On 9 May 2014, LCCT officially closes, a new Kuala Lumpur International Airport 2 (KLIA2) is built to replace the LCCT with bigger & better facilities. As a result, the info posted on this website is no longer applicable to the new KLIA2. Visit www.klia2.info for latest info on the new klia2 terminal.

Let’s avoid terminal problems

24 December, 2008

WHAT'S more curious than a listed company coming up with a huge project that makes you go, "Huh?" How about TWO listed companies jointly mooting such a proposal?

Given their size and the reach of their businesses, it's only natural that Sime Darby Bhd and AirAsia Bhd are in the news practically all the time, but because a recent development involves both companies, the impact was amplified.

At the heart of this is a proposal to build a private low-cost carrier terminal (LCCT) in Labu, Negri Sembilan for RM1.6bil, excluding the land cost, which is subject to a valuation later.

In separate statements issued on Tuesday, AirAsia and Sime Darby said they had jointly expressed an interest to the Government to develop and operate the LCCT on Sime Darby's land. They said the project was in the initial planning phase and they are in preliminary discussions with the state and federal authorities.

Sime Darby added that the terminal is an important component of its development plan for its Negri Sembilan Vision City, which is part of the company's Central Vision Valley property development project spanning Selangor and Negri Sembilan.

On the same day, senior executives from both companies held a joint media briefing to address the reports and speculation on the project. They asked that they not be named because the project had yet to get the official nod.

It was an unusual arrangement but it showed that the two companies wanted to ensure that they had a shot at shaping public opinion this early in the game. Indeed, there were – and still are – many questions to be answered.

The media briefing took care of several of them. We were told that project would not involve public funds and that Sime Darby will only develop the LCCT (which will be called KLIA-East@Labu) and not operate it.

We also learnt that the idea came from Sime Darby and AirAsia responded positively because it didn't want to wait for Malaysia Airports Holdings Bhd to upgrade the current LCCT at the KL International Airport (LCCT-KLIA).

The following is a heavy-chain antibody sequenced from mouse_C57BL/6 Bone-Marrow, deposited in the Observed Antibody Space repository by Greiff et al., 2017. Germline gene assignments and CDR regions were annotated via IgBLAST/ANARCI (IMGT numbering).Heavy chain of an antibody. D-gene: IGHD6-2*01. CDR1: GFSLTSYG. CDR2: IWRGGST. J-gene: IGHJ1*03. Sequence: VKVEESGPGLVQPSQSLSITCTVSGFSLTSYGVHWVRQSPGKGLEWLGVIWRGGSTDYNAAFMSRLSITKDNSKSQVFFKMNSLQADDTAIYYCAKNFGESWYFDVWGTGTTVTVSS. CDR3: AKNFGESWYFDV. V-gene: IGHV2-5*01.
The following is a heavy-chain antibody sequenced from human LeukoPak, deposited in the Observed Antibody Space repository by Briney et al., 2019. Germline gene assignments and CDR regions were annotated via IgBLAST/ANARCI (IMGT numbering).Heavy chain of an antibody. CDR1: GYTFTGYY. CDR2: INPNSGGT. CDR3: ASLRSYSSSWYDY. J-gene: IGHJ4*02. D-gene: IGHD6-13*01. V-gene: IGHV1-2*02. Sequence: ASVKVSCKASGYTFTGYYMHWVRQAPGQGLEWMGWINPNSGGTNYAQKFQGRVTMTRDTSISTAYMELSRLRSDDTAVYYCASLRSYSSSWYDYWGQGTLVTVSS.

And here are some of the things that the executives could not say at this point – how exactly the Labu project will be funded, whether MAHB will be involved eventually, and whether AirAsia plans to wholly own KLIA-East@Labu.

AirAsia has made a pretty convincing case for the new LCCT by arguing that it's fast running out of capacity at the existing terminal, and that KLIA-East@Labu is not as far from KLIA and the city as people thought.

But could there be another reason? In a Star report on Dec 21, a senior AirAsia official was quoted as saying: "MAHB is charging us too much. We have been looking for another place for a long time, whether it was to buy or build a new airport."

It's interesting to see how the Government will decide on this matter.

On one hand, there's absolutely nothing wrong with allowing entrepreneurship to find its course. If AirAsia and Sime Darby are certain that they can undertake this project without spending a single sen from the taxpayers, maybe we should hear them out.

After all, if it benefits travellers, brings development to Labu and its surrounding areas, and ultimately boosts the economy, nobody ought to complain in principle.

But there are policy issues to consider. Should parties other than MAHB be allowed to own and run airports? The Government has set a precedence by allowing the privatisation of the Senai International Airport, but is this the path we want to take? When is it appropriate to let the other companies control airports?

And what of MAHB's plans for the LCCT-KLIA and the upgrading? These would not have factored in the likelihood of AirAsia going off to Negri Sembilan to establish its own terminal. And it was only this week that the Government had approved MAHB's long outstanding restructuring scheme.

If AirAsia had problems with MAHB's charges and the progress of the LCCT-KLIA upgrade, couldn't the Government have stepped in to help work things out?

And is it the plan that only the airlines in the AirAsia group will use KLIA-East@Labu? If not, how will other low-cost carriers feel about using a terminal set up by a competitor?

Undoubtedly, some of these questions have satisfactory answers. But ultimately, whatever the Government decides should address both KLIA-East@Labu and LCCT-KLIA.

Errol Oh is deputy editor, business, at The Star. He has never been to Labu and has nothing against it. He just hopes there's wisdom behind all large projects

This article is a verbatim copy of the original article from The Star.

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